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Pedestrians use the new 'scramble crossing' at the intersection of Bloor and Bay streets in Toronto, Ont. November 03, 2010. It is the third downtown intersection to employ the crossing system. (Fernando Morales/The Globe and Mail/Fernando Morales/The Globe and Mail)
Pedestrians use the new 'scramble crossing' at the intersection of Bloor and Bay streets in Toronto, Ont. November 03, 2010. It is the third downtown intersection to employ the crossing system. (Fernando Morales/The Globe and Mail/Fernando Morales/The Globe and Mail)

Bay-Bloor pedestrian scramble opens Add to ...

Toronto's third "pedestrian scramble" intersection has opened, and the city is now looking at installing a fourth walker-friendly crossing near the University of Toronto.

Pedestrians were invited to cross diagonally at the corner of Bay and Bloor Streets for the first time on Wednesday, months later than planned.

Construction on Bloor Street's upscale shopping strip delayed the new crossing, according to Fiona Chapman, the city's manager of pedestrian projects.

City council approved the installation of four scramble intersections - also known as "Barnes Dances," after U.S. traffic engineer Henry Barnes - as pilot projects in 2007. The crossings halt vehicular traffic in all directions, allowing pedestrians to cross on all sides and diagonally.

"Generally speaking, they've been a success," Ms. Chapman said, referring to the scrambles that opened at Yonge and Dundas Streets in August, 2008, and Yonge and Bloor Streets in October, 2009.

The fourth scramble was supposed to be at Bay and Dundas, but city staff are rethinking the location because it's so close to the busy one at Yonge-Dundas Square.

"We just made a decision that would not be the smartest thing to do," Ms. Chapman said. Instead, city engineers are exploring putting the fourth scramble at the corner of Harbord and St. George Streets, near the University of Toronto's bustling John P. Robarts Research Library.

However, the wonky shape of the intersection means it would take pedestrians too long to cut through its centre, Ms. Chapman said. Instead, the city is considering a modified version that would turn traffic lights red in all directions while pedestrians strolled across at the regular crossing points.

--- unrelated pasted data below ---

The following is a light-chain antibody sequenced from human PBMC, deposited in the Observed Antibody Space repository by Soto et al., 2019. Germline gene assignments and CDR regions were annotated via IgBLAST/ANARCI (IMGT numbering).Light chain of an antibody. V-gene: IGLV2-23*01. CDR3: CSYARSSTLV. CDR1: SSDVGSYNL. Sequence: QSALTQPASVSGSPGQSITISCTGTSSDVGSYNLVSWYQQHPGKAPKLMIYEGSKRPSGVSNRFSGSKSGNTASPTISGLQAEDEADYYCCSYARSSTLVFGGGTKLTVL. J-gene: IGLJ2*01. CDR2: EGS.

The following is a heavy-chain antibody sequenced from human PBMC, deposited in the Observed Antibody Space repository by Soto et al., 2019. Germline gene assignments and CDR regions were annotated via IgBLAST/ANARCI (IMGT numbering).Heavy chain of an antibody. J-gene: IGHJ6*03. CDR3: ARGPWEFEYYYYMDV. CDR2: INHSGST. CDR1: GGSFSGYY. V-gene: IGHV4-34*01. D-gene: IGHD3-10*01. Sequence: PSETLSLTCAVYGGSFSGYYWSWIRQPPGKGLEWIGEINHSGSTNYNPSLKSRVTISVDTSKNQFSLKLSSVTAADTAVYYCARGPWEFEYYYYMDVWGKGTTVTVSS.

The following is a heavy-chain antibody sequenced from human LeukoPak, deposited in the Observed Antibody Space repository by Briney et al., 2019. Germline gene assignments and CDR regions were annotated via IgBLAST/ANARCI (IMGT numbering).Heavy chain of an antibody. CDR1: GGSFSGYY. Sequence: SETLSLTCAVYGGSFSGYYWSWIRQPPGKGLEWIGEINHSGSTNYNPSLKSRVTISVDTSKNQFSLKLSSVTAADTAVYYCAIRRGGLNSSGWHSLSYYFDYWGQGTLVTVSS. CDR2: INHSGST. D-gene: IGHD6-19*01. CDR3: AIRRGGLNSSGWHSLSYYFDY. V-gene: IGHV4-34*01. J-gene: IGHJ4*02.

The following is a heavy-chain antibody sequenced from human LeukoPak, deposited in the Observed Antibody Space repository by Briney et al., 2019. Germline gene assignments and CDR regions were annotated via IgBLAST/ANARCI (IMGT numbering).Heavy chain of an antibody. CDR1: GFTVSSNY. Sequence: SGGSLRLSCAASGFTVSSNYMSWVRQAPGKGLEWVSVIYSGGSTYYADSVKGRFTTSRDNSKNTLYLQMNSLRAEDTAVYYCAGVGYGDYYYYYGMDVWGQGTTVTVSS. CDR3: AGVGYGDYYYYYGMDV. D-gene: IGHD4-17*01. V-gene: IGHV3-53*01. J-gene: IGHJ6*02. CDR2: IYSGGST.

While the scrambles have been a boon for people commuting on two feet, they've been a bust for those travelling on four wheels.

For instance, at Yonge and Dundas - an intersection that also accommodates an east-west streetcar route - the amount of green-light time for vehicles dropped to 50 per cent per hour in the morning rush hour from 80 per cent per hour after the scramble's installation.

Delays at the same time of day jumped by 141 per cent, according to an internal study that compared Toronto's pilot project to an experiment in Calgary. The study says the delays are justified because more than 50,000 pedestrians traverse the Yonge-Dundas intersection in a typical 24-hour period, compared with 36,000 vehicles.

But it's not clear the new approach has made the Yonge-Dundas intersection safer.

The study found more pedestrians broke the crossing rules after the scramble was installed.

There was one vehicle-pedestrian collision at the intersection in the year before the scramble and one afterward, according to Mike Brady, the city's manager of traffic safety. In both cases, the vehicle had the green light.

Follow on Twitter: @kellygrant1

 

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